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Old May 5th, 2007, 05:24 PM   #51 (permalink)
zabu of nΩd
narrator of non-existence
 
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Quote:
Originally Posted by Crucified Spartacus View Post
If the fact that there are so many people prevents anarchy, that to me is another good reason to lower the population. However, most anarchists throughout history are not anti-civ, therefore, they think anarchy is manageable with millions or billions or people. it certainly seems like people don't want to do the things politicians and business people do, and i wouldn't even argue they should be doing them because i don't think civilization should exist. I think people are manipulated their entire lives into giving up direct autonomy in favor of leaders in many spheres of life. To separate out what people supposedly want and what they have simply been brainwashed into believing ever since saying the pledge of allegiance in 1st grade is a little difficult. Various examples throughout history, such as the Spanish Civil War, The ukranian rebellion led by Nestor Makhno against the bolsheviks, etc. demonstrate that people are often willing to take matters into their own hands, thus proving anarchy could work.
Since we're debating anarchy for its own sake, I'll leave out primitivism concerns here. You made some vague attack on government based on suspicion of brainwashing, which seems pretty empty to me considering that there are so many people in developed countries who oppose their government (doesn't sound like very effective brainwashing to me). As far as your demonstration of how anarchy 'could work', I suggest you modify that statement to say that 'conditions for anarchy could be made to exist'. Examples of rebellion certainly don't show that anarchy could work, since these rebellions always give way to some new form of government (i.e. not anarchy). As far as I'm aware, anarchy is not working anywhere in the developed world, and never has.

Quote:
Originally Posted by Crucified Spartacus View Post
I didn't say people couldn't still talk face to face, it just seems to drastically decrease with the more technology we have. My main point was the decrease in face to face decision making that occurs in foraging societies as oppossed to representation which is anti-face to face.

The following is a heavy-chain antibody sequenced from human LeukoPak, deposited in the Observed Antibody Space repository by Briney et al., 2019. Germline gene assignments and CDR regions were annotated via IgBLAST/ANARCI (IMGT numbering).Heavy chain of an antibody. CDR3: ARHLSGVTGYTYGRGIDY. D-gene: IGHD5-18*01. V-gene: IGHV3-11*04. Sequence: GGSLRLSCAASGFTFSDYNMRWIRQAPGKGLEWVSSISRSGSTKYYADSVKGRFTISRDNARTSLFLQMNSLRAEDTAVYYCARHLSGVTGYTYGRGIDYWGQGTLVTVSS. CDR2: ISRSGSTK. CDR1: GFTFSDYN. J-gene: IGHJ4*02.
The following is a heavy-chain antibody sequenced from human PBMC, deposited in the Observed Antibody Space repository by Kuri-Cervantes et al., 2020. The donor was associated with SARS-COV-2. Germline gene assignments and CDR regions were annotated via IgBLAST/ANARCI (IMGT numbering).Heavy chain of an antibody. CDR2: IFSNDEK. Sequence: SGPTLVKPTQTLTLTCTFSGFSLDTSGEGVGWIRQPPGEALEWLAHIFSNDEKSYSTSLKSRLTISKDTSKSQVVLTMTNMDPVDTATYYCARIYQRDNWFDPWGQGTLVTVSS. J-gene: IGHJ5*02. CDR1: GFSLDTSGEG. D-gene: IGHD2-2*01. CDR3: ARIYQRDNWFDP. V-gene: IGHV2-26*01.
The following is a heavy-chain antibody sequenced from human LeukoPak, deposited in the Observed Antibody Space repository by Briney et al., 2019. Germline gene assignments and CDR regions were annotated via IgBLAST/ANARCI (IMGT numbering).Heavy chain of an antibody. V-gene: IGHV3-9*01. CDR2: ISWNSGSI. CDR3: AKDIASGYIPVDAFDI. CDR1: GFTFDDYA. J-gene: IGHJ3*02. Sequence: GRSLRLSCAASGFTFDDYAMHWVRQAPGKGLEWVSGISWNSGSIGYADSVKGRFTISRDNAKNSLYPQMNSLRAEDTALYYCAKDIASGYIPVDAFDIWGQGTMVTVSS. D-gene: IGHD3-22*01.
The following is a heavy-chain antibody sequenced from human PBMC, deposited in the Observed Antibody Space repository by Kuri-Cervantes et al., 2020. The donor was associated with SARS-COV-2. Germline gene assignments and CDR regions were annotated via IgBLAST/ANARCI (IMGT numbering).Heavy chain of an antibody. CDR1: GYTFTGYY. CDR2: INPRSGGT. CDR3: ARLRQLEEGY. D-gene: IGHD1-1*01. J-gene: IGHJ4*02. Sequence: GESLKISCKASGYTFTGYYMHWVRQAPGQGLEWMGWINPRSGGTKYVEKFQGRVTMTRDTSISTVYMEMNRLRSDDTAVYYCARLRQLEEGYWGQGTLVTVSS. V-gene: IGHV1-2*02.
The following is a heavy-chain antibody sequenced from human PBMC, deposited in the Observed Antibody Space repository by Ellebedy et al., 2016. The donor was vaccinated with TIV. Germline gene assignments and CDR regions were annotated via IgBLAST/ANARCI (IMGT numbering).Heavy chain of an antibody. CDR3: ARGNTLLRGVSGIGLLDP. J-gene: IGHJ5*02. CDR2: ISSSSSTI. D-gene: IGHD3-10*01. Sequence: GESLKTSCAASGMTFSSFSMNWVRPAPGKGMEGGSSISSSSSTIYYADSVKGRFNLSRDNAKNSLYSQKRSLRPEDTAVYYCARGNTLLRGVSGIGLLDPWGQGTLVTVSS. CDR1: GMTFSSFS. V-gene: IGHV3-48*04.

As long as I have a choice between face-to-face interaction and representative interaction, I really don't care that there's less of it with more technology. It's not evident that technology is on a path to completely destroy face-to-face interaction. If there's some reason why non-representative interaction is so important that it be the only form of interaction, I'd like to hear it. Otherwise, I suggest you abandon this claim, since you're using an internet forum after all.

Quote:
Originally Posted by Crucified Spartacus View Post
Even if people are "born to be leaders," which i find a highly questionable/mystical proposition, surviving pre-historical socieities demonstrate quite clearly that those who seek power can often be kept in check and out of instituionalized positions of dominance/influence. If the Kung San and Mbuti could do it, so could we if the will was there.
Slight misinterpretation of what I meant by "born to be leaders". I'm not saying there must or should be leaders, I'm just saying that there exists among humans a type of personality which drives people of that personality to seek power. Obviously these people have more to gain in a civilized society, but that does not make civilization one giant machine bent on controlling the world. But that, once again, is a global concern. Right now I'm just trying to show that politicians aren't making civilized life miserable enough to warrant living in the woods - which I think I've shown pretty well in my above paragraphs.
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